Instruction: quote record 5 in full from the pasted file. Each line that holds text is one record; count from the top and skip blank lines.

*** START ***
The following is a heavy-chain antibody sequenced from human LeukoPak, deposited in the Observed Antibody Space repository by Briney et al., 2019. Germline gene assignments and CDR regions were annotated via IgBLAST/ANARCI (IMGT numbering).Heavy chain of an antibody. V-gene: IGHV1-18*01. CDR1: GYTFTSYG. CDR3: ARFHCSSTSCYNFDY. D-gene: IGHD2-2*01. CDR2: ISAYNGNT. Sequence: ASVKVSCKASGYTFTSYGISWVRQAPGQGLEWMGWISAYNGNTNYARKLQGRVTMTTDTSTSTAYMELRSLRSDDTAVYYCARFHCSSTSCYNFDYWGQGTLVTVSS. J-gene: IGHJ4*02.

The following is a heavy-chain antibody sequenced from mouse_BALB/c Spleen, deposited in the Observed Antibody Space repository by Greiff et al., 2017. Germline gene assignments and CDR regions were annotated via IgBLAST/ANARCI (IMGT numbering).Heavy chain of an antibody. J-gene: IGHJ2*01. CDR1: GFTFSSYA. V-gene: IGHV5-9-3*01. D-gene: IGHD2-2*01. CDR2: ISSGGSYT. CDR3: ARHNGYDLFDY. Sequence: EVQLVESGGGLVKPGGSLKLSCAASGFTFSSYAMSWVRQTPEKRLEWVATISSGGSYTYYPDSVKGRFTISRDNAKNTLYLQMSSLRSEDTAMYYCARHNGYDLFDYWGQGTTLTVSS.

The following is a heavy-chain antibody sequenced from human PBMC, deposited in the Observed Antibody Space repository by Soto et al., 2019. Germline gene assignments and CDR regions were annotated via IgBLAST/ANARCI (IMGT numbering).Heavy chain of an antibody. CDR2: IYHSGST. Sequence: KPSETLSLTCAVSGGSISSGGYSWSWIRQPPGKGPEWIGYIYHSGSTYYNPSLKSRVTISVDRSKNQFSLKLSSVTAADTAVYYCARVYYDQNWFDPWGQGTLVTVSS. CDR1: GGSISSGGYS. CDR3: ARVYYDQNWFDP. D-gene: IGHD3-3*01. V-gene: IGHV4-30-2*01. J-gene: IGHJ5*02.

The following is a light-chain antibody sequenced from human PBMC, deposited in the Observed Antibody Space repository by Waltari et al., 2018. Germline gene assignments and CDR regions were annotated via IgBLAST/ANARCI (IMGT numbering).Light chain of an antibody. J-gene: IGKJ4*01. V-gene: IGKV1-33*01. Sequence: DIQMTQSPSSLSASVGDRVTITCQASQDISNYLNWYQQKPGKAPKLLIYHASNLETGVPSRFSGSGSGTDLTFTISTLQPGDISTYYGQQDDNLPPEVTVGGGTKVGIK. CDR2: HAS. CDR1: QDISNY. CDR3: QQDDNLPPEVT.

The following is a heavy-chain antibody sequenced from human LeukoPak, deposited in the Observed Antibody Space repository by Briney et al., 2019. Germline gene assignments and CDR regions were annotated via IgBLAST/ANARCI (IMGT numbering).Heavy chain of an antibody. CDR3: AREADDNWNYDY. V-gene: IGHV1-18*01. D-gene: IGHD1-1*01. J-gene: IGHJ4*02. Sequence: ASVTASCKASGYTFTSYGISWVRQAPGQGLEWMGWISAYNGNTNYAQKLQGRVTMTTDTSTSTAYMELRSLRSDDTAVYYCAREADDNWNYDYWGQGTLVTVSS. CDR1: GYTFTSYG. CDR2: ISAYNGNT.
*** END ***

The following is a heavy-chain antibody sequenced from human LeukoPak, deposited in the Observed Antibody Space repository by Briney et al., 2019. Germline gene assignments and CDR regions were annotated via IgBLAST/ANARCI (IMGT numbering).Heavy chain of an antibody. CDR3: AREADDNWNYDY. V-gene: IGHV1-18*01. D-gene: IGHD1-1*01. J-gene: IGHJ4*02. Sequence: ASVTASCKASGYTFTSYGISWVRQAPGQGLEWMGWISAYNGNTNYAQKLQGRVTMTTDTSTSTAYMELRSLRSDDTAVYYCAREADDNWNYDYWGQGTLVTVSS. CDR1: GYTFTSYG. CDR2: ISAYNGNT.